Why Are California Gas Prices So High? Gov. Newsom Launches Investigation To Find Out

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By Staff Reporters, KCBS TV-2/KCAL TV-9 Los Angeles, CA

October 22, 2019


WEST LOS ANGELES (CBSLA) — Ever wondered why California’s gas prices were so high compared to the rest of the country?

Governor Gavin Newsom has, and now he’s asked the attorney general to investigate after he said a new report from the California Energy Commission suggested big oil companies were “misleading and overcharging customers by as much as $1 per gallon.”

Name brand retailers often say they charge more, because their gasoline was of higher quality, but the report concluded that brand-name gas stations were “charging higher prices for what appears to be the same product.”

Currently, the state’s average cost for gas is $4.14 per gallon while the national average is $2.65 per gallon.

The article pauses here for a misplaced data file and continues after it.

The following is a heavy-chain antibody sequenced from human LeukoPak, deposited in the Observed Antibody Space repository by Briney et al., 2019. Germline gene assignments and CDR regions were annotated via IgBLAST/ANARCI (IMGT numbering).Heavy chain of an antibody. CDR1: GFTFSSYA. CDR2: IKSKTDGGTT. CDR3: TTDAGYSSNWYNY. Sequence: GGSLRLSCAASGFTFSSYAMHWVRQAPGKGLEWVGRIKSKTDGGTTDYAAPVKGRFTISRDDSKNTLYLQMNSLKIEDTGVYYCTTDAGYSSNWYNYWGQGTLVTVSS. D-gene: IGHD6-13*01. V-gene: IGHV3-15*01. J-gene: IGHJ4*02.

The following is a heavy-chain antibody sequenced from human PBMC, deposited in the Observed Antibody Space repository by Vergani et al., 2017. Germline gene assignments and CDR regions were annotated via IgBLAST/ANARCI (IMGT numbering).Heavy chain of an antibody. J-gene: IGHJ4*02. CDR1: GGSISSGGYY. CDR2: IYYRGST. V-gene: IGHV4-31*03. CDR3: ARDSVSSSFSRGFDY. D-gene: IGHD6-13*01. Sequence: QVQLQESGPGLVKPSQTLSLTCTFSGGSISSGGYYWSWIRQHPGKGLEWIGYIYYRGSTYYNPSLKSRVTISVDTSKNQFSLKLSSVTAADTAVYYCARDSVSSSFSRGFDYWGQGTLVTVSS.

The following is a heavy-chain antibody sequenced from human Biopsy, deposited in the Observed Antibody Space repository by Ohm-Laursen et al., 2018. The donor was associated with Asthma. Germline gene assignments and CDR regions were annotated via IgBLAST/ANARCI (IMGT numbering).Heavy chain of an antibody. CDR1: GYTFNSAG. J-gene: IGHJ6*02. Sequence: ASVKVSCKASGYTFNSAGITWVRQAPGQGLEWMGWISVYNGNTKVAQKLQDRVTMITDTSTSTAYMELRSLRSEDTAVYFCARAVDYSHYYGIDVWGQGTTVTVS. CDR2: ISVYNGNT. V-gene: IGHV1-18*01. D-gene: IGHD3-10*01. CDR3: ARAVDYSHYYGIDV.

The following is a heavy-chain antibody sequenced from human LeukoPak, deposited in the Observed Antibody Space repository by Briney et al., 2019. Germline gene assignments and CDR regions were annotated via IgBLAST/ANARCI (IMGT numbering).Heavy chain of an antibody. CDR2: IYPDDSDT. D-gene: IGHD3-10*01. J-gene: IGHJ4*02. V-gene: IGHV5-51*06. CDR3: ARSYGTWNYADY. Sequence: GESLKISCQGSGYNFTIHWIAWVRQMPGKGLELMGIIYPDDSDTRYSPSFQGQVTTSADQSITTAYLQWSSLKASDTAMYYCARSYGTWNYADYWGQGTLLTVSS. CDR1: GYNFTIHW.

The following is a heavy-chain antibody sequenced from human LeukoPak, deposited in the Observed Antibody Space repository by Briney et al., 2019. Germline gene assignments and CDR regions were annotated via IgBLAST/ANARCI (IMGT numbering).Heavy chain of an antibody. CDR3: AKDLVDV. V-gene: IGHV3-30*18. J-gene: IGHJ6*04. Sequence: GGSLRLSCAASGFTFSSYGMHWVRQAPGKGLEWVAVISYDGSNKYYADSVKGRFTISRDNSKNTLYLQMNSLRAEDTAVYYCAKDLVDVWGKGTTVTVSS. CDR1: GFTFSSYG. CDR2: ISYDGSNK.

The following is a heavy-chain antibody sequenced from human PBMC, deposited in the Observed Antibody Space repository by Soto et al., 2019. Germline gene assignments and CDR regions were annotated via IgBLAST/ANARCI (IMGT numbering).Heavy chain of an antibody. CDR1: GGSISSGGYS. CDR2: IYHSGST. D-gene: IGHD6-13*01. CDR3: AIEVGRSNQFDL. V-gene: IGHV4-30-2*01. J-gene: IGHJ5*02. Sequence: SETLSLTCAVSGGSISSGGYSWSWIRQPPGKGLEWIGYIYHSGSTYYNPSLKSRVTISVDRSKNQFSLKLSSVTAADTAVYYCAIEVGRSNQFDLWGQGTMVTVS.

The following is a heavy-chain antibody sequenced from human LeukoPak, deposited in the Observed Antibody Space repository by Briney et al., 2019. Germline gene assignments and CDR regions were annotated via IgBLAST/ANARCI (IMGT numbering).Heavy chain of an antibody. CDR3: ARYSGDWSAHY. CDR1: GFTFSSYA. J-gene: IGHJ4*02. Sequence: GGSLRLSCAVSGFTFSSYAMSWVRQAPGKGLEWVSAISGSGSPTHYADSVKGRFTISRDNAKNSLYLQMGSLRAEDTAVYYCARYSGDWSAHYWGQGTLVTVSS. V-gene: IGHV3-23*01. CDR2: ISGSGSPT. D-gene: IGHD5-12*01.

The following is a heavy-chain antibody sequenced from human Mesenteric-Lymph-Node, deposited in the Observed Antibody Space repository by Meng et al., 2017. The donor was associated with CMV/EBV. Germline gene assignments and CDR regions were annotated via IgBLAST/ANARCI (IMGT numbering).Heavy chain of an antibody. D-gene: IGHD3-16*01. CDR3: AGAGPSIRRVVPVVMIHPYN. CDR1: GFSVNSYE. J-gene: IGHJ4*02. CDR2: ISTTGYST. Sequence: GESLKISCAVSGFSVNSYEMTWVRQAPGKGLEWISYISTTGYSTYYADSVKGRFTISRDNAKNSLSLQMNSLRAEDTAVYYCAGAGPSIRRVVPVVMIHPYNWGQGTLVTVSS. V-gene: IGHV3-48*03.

“Simply stated, name-brand gas retail outlets in California are charging more for a gallon of gas compared to their unbranded, hypermart competitors,” Newsom wrote in a letter to Attorney General Xavier Becerra. “There is no identifiable evidence to justify these premium prices.”

The president of Consumer Watchdog said that this was the first time in modern history that a governor has requested an investigation — and possible prosecution — into the oil industry by the attorney general.

“The mystery surcharge adds up, especially for cost-conscious, working families,” Newsom said in his letter. “If oil companies are engaging in false advertising or price fixing, then legal action should be taken to protect the public.”

The California Energy Commission said it did not have any evidence that gasoline retailers fixed prices or engaged in false advertising, but it said retailers did not provide any proof that their gasoline was better than what the state required all retailers to sell.

The Western States Petroleum Association, an industry trade group, said it was reviewing the report, but they also said that it was important to know that California’s fuel taxes and standards — which are stricter than other states — accounted for the first $1.07 per gallon at the pump.

Consumer Watchdog
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